New research has revealed the creative and sometimes unusual efforts of scammers in conducting social engineering attacks. Proofpoint has listed the five strangest social engineering scams it uncovered over the past year, with campaigns including spoofing soccer coaches and scholars to trick victims into parting with data and money.
As organizations continue to struggle to defend information, devices, and systems against socially engineered attacks, experts say the most successful social engineering groups are typically the most resourceful. “Social engineering is inherently human-centric, and whether threat actors are targeting organizations or individuals, they respond in real-time to events and issues that capture the world’s attention,” says Lucia Milică, Global Resident CISO at Proofpoint CSO.
Advanced Fee/417 scam but with a twist
Proofpoint report cites some strange social engineering scams, the strangest of which is a new version of the classic Advance Fees/417 scam. In this campaign, a target received a fake email from the Chief Justice of Canada informing them not only of a $2.5 million inheritance but also of winning the lottery – if the Royal Bank of Canada didn’t do it first come there to confiscate them. The problem was solved and the winnings were made available in the form of an ATM Visa card for as little as $100, the scammer claimed.
“Advance fee scams are known for the occasionally outlandish social engineering tactics, but for its sheer reach and variety, this one blows the mind. Or the cookie. Or the cookie,” Proofpoint wrote.
Using good news and bad news to spread malware
The second strangest social engineering attack of 2021 is a scam where scammers experimented with good news/bad news in December, where recipients received a message about their job termination while others received messages about a promotion and vacation received bonuses.
Despite the apparent difference in fortunes, both of these brought some really bad news. According to Proofpoint, downloading an attached Excel file and clicking “Activate Content” resulted in a Dridex banking Trojan being dropped on the victim’s computer. “As a happy kicker, victims were rewarded with a ‘Merry Xmas’ pop-up once the malware download began.”
Fake but convincing calculator tool
Third on the list is a campaign that took a different approach to the “fake but functional” attack trend that involved finely crafted but non-functional decoys. The most well-known of these is BravoMovies, a fake streaming site used to distribute BazaLoader malware.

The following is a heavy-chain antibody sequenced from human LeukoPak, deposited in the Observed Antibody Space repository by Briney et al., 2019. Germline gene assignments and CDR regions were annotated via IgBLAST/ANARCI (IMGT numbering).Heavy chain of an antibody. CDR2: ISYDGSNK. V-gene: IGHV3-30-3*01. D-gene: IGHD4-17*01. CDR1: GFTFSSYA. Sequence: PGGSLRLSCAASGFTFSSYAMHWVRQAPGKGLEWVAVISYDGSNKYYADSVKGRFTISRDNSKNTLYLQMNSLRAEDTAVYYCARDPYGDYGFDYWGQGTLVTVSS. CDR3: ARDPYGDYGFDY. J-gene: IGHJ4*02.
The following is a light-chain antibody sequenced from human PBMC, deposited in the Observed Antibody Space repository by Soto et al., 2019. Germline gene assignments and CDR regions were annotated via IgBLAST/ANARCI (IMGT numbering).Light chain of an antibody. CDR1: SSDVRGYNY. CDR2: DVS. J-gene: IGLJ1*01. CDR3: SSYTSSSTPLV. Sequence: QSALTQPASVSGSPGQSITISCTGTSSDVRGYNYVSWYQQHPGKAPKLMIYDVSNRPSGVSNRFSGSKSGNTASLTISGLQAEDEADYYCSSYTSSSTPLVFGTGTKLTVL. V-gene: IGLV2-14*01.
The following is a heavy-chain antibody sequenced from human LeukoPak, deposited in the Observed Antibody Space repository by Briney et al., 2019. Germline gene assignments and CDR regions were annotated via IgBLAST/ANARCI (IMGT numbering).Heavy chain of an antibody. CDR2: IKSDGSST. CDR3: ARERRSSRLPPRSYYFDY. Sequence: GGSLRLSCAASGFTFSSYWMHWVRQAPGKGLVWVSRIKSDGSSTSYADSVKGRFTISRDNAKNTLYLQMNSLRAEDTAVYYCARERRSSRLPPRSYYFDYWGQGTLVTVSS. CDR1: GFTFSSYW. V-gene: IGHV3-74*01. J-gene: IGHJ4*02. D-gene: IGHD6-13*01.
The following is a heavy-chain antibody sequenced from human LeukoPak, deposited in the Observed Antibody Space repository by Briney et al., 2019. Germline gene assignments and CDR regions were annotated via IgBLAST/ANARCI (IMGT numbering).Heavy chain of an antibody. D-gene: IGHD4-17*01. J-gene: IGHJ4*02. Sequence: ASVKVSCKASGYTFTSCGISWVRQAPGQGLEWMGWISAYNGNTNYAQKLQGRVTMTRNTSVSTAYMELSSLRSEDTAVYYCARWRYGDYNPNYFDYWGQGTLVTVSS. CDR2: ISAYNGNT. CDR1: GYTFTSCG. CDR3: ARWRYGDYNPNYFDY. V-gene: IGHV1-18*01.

“Some attackers went beyond the mere surface,” noted Proofpoint. “In a malware delivery campaign in August 2021, attackers sent a Microsoft Excel file containing what appeared to be a working freight calculator. Unfortunately, victims who were won over by the lure’s compelling design found that their shipping offer came with a bonus shipment of Dridex malware.”
Building professional relationships to steal credentials
Fourth place takes the form of a scam involving TA453, an actor with Iranian orientation who poses as a senior research fellow at the University of London’s SOAS and invests significant time in building relationships with European academics and policy experts, to steal credentials via a fake webinar registration page. “What sets this campaign apart is the nature and duration of the altercation between attacker and victim. It wasn’t just limited to email communications, as TA453 attempted to engage through phone calls and video conferencing to build rapport with victims,” Proofpoint wrote.
Fake sports agents target soccer clubs
Rounding out Proofpoint’s five weirdest social engineering attacks of 2021 is a scam aimed at exploiting interest in the world’s most popular sport – soccer. Researchers uncovered several football-baiting campaigns to deliver malware to clubs in France, Italy and the UK. “The threat actor in these cases posed as a sports agent representing young players from Africa and South America who are aiming for their big break in one of the richest leagues in sport.”